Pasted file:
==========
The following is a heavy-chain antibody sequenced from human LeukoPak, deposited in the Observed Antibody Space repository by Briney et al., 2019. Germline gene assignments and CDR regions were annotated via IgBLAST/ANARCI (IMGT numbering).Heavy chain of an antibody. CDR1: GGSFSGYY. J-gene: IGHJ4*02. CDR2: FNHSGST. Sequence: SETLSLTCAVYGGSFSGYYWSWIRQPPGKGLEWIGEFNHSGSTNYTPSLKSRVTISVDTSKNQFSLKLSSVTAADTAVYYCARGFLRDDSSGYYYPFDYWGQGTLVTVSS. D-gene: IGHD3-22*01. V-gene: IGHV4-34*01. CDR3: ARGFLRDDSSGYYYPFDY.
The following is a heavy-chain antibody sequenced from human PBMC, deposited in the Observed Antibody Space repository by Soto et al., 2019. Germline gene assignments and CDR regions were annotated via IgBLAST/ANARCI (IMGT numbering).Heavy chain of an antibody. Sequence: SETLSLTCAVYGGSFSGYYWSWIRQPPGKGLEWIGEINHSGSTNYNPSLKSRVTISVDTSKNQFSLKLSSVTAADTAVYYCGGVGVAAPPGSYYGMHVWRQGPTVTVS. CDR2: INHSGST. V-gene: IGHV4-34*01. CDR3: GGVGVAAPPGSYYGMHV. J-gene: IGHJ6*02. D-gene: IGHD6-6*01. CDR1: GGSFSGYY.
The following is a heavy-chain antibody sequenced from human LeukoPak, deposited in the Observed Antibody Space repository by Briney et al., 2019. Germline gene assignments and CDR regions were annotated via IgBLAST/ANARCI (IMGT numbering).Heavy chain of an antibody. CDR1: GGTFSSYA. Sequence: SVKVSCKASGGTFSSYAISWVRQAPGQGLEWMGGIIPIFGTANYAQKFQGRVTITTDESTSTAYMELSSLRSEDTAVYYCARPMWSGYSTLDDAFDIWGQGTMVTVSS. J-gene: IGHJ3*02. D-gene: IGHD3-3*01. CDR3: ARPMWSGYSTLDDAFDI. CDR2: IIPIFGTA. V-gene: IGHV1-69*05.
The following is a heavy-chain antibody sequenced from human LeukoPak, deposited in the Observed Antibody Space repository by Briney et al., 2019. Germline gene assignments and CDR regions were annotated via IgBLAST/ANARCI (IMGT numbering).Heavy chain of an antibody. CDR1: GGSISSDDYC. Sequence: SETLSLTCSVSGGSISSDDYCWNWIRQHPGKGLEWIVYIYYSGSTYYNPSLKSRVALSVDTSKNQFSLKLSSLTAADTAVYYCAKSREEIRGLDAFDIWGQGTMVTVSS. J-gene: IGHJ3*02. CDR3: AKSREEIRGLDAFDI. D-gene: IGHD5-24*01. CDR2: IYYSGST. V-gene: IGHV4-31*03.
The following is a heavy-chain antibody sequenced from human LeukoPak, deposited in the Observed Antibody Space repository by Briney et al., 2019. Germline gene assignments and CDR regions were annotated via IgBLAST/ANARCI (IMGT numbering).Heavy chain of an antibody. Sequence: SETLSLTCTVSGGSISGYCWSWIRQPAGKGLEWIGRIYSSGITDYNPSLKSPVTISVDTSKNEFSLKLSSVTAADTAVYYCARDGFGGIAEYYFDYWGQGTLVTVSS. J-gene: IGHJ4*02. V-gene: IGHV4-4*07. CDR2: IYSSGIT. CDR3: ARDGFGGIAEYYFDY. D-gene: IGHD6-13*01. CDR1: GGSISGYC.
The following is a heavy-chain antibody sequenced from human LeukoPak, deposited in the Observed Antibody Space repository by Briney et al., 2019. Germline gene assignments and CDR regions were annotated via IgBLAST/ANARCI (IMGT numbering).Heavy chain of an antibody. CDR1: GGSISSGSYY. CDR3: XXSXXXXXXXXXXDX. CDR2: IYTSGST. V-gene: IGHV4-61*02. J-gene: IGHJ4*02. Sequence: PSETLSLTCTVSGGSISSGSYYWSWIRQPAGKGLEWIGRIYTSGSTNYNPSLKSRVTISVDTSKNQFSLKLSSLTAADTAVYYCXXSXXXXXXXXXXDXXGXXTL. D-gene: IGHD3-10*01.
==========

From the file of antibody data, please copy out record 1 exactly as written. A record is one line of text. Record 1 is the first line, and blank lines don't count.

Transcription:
The following is a heavy-chain antibody sequenced from human LeukoPak, deposited in the Observed Antibody Space repository by Briney et al., 2019. Germline gene assignments and CDR regions were annotated via IgBLAST/ANARCI (IMGT numbering).Heavy chain of an antibody. CDR1: GGSFSGYY. J-gene: IGHJ4*02. CDR2: FNHSGST. Sequence: SETLSLTCAVYGGSFSGYYWSWIRQPPGKGLEWIGEFNHSGSTNYTPSLKSRVTISVDTSKNQFSLKLSSVTAADTAVYYCARGFLRDDSSGYYYPFDYWGQGTLVTVSS. D-gene: IGHD3-22*01. V-gene: IGHV4-34*01. CDR3: ARGFLRDDSSGYYYPFDY.